The BBC News Website is reporting “Ministers considering 50p rate income tax cut” in the run-up to next Wednesday’s Budget. The Chancellor has described the rate as ‘temporary’ but has also said that its abolition is not his main priority.

There is an interesting difference of opinion in the BBC’s story, as on the one hand critics of the top rate are quoted as saying that ” (it) deters entrepreneurship and investment, and that it would raise little tax anyway”, whilst HMRC said when it was introduced in 2010 that it would raise more than £2 billion a year, which is not my idea of “little tax”.

If there are 308,000 people paying the 50% income tax rate and HMRC is correct in its estimate, they are paying an average of £6,500 each (I am assuming we are standardising on the  US  definition of a billion). That looks a remarkably low figure, implying that the average amount by which the income of the relevant taxpayers exceeds £150,000 is only £65,000. I think this points up at least one serious contradiction in the ‘anti 50%’ argument:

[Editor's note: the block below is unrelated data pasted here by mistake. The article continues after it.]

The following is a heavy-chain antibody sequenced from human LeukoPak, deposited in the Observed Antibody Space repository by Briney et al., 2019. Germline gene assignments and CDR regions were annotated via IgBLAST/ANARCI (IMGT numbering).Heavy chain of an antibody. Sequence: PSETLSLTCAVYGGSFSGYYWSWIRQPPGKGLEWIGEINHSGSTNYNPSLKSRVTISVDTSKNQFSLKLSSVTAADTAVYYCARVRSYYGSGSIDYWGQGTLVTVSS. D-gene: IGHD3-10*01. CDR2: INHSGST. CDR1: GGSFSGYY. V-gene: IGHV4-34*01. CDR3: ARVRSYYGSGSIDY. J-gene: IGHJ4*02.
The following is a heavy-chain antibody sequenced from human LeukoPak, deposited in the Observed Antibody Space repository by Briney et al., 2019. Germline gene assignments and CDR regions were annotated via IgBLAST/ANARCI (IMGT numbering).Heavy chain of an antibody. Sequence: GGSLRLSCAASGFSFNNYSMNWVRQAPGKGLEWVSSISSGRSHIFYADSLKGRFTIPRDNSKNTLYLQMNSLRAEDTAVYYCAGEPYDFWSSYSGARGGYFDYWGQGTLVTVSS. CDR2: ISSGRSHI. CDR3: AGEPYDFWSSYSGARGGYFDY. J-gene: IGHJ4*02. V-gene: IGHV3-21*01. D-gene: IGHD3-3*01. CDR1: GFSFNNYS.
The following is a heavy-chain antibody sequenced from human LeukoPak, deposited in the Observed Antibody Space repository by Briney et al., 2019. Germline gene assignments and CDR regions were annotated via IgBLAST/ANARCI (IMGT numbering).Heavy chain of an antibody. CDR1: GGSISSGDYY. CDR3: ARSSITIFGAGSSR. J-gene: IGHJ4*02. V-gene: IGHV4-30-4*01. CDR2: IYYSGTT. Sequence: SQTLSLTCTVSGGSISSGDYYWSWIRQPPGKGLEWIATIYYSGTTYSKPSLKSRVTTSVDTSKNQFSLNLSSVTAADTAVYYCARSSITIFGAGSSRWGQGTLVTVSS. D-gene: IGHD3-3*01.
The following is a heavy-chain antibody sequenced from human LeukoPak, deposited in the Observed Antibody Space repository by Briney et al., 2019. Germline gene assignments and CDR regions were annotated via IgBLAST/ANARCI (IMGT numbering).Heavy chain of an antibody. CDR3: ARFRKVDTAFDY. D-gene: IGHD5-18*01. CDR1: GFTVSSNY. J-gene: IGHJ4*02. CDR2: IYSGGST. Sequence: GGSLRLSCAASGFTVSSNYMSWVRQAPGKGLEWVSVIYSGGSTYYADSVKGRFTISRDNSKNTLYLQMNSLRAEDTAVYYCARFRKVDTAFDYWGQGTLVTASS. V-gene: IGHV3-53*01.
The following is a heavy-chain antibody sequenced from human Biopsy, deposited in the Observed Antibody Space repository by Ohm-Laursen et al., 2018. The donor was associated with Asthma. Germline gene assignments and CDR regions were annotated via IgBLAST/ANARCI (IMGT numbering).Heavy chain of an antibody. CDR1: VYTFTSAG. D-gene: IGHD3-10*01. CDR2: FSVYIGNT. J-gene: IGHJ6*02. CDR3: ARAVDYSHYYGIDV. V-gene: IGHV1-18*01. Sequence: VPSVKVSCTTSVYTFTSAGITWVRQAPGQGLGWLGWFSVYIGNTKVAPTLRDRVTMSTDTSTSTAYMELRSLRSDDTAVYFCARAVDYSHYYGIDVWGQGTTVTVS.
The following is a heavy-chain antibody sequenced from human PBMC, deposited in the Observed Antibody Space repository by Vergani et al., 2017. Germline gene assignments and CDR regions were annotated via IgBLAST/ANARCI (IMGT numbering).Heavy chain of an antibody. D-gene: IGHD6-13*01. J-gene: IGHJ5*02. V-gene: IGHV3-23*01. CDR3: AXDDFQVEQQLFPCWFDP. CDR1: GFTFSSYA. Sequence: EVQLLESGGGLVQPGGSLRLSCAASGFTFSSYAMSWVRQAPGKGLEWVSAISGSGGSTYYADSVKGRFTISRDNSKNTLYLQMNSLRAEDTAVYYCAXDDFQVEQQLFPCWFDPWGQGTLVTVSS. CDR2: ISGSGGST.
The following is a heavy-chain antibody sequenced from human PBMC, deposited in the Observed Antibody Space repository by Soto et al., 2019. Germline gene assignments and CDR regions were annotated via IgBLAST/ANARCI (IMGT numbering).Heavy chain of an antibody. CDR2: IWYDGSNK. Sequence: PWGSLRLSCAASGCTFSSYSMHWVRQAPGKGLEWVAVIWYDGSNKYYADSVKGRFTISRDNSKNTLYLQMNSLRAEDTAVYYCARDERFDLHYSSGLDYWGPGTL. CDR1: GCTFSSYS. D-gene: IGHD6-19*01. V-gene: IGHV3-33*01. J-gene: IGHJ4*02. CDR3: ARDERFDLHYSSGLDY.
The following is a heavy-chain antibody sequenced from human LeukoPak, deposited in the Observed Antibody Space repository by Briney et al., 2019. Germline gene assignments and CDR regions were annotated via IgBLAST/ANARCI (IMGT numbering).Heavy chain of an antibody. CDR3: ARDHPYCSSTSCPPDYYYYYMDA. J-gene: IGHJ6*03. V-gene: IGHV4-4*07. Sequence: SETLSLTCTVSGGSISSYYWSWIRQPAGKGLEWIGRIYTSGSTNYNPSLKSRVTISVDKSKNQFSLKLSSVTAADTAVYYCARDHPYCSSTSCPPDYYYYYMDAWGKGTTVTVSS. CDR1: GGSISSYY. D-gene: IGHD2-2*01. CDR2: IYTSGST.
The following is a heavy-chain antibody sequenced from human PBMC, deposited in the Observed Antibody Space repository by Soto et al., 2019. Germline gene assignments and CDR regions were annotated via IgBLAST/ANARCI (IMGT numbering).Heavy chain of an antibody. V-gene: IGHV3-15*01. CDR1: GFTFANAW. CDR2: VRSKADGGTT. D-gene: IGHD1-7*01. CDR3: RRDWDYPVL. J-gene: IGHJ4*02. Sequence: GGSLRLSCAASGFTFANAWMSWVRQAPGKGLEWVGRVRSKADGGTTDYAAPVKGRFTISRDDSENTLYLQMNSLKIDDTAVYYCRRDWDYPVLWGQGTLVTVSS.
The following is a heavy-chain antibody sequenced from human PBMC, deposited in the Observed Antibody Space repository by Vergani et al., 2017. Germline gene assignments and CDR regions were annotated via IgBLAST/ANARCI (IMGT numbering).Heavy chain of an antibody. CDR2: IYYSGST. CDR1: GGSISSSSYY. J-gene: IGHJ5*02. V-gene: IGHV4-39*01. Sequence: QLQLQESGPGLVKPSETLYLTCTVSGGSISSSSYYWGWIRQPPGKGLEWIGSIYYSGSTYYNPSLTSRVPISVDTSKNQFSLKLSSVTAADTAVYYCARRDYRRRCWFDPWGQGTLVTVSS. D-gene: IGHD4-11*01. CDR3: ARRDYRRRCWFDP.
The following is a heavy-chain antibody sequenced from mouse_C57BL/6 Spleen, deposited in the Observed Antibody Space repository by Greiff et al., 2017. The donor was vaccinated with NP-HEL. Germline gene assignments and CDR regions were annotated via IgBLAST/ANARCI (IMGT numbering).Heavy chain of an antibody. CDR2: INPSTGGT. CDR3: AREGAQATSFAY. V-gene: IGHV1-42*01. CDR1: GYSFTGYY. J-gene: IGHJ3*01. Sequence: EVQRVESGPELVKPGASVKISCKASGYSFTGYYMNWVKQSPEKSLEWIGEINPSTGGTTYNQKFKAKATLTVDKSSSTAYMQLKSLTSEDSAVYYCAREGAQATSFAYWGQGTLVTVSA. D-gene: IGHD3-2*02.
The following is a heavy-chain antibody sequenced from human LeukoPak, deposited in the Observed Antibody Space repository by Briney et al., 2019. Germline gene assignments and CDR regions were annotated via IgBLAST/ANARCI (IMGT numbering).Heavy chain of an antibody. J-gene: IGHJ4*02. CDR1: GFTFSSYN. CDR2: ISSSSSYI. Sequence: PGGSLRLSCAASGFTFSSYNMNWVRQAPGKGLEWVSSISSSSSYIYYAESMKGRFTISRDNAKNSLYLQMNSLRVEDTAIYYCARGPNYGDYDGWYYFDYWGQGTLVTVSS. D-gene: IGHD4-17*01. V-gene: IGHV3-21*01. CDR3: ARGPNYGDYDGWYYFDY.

1. If our entrepreneurs and investors are so lily-livered as to be deterred by an average additional tax bill of £6,500 a year it is no wonder we are in such financial trouble.

2. How much worse is it in reality to have HMRC taking half of your income above £150,000 as opposed to two-fifths? Is that such a massive deterrent?

3. If the rate raises so little tax, how can it be such a big disincentive?

4. Given that it can be relatively easy for entrepreneurs to control the level of their personal income for tax reasons, why should they be concerned anyway? 

The New Statesman is in no doubt about the potential electoral damage that such a change might inflict on the Conservative party, and I suspect it is correct in its analysis. Already under suspicion of tolerating ongoing excesses from banks and other multinationals, imagine what a gift to the Opposition a tax cut for the richest 1% of people in the country would be. So surely the Chancellor won’t do this, will he ………..